“As an employee-owned company, we want to make good, sound decisions on what we buy. We want the best value,” he explained, and that emphasis on value holds when purchasing construction equipment.
When it comes to excavators, Great Lakes has determined Komatsu machines offer the best value. The company purchases Komatsu excavators almost exclusively. Their fleet includes 10 16- to 19-metric-ton excavators, primarily PC138s; eight PC228s, 12 PC360s, four PC490s, and a PC650. Currently, four of the excavators have Komatsu’s iMC technology.
Komatsu excavators provide value in many ways, Fox said. “First off, they are economical. You get a good product for the price you pay. They are very durable. Some of our Komatsu excavators have served the fleet for more than 15 years. With good maintenance, they last a long, long time.”
“Komatsu excavators also outperform their competition. We have rented and bought other machines, but we find Komatsus are superior in efficiency. Also, the operators seem to like the Komatsu excavators. They are in the seat all day long and the feedback is consistent- Komatsu has a superior product.”
While the Komatsu-exclusive policy may not extend to other equipment, “we own plenty of Komatsu dozers and loaders, and they perform well too,” he added.
Over the past few years, Great Lakes has made a significant investment in iMC dozers as well as excavators. The company owns a D51i, two D61i units, and a D85i and rents additional iMC units when needed.
The fully integrated iMC system presents huge advantages over an aftermarket GPS system, Fox noted. “The mastless setup is great. When you’re done with the job, you don’t have to spend half an hour unplugging and storing the system because it’s all self-contained. That’s a huge savings in time, potential damage or theft, and wear and tear.”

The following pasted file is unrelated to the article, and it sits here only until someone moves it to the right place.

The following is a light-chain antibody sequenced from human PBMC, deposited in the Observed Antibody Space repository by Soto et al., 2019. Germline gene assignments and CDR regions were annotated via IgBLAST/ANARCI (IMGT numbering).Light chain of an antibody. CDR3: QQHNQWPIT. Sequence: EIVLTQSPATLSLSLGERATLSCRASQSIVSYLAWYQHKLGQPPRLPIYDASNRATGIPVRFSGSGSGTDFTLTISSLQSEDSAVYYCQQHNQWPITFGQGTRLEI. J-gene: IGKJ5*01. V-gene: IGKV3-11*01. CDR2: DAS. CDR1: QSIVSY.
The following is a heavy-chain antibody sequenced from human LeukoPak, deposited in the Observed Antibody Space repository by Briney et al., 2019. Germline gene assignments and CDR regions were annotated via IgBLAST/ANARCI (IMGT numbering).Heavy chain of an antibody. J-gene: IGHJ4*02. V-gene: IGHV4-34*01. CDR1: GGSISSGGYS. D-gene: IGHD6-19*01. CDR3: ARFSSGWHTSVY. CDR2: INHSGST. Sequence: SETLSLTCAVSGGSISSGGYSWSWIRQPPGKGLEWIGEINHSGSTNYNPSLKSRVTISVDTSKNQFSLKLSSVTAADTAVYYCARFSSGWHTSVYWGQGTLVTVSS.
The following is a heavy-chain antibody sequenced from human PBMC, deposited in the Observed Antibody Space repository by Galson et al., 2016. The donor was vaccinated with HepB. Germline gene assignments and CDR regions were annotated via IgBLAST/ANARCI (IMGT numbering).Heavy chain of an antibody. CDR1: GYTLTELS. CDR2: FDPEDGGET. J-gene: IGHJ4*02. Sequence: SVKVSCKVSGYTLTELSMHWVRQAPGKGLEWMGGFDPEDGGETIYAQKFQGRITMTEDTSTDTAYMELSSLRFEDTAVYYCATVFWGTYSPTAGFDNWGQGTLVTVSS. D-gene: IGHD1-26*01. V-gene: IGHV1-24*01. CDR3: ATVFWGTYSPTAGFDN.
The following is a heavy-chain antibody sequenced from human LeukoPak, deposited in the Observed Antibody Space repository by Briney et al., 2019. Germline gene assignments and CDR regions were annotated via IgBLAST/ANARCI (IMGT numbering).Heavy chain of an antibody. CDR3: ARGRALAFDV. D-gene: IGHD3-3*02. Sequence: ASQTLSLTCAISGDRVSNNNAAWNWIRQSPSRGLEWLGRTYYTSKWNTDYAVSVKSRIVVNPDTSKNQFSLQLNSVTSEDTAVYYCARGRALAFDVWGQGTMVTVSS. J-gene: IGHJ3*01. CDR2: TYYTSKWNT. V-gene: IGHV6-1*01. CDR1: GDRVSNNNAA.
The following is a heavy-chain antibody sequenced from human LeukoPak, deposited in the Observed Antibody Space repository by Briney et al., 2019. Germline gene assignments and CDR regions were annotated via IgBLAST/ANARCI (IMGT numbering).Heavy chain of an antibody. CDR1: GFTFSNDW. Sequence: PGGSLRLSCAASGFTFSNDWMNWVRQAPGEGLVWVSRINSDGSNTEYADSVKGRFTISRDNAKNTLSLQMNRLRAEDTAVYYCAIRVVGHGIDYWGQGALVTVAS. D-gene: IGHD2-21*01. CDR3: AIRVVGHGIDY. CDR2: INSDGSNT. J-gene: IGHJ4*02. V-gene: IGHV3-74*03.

Intelligent machines can also reduce the number of workers needed on a job, including grade checkers. To compare the benefits of iMC over conventional machines, Fox recalled a mass excavation job where two Great Lakes crews were working, each using a 400 size excavator with a bulldozer pushing up. “One crew had a PC490i and the other had a conventional 400 machine. We found the 490i didn’t need the bulldozer full time” to achieve the same production that the conventional excavator and dozer team was getting.
While that example shows the productivity boost iMC brings, Great Lakes has also found “the intelligent technology on the Komatsu excavators is beneficial for pipework and working slopes,” he said. “And we have found that iMC makes an average operator good and a good operator great.”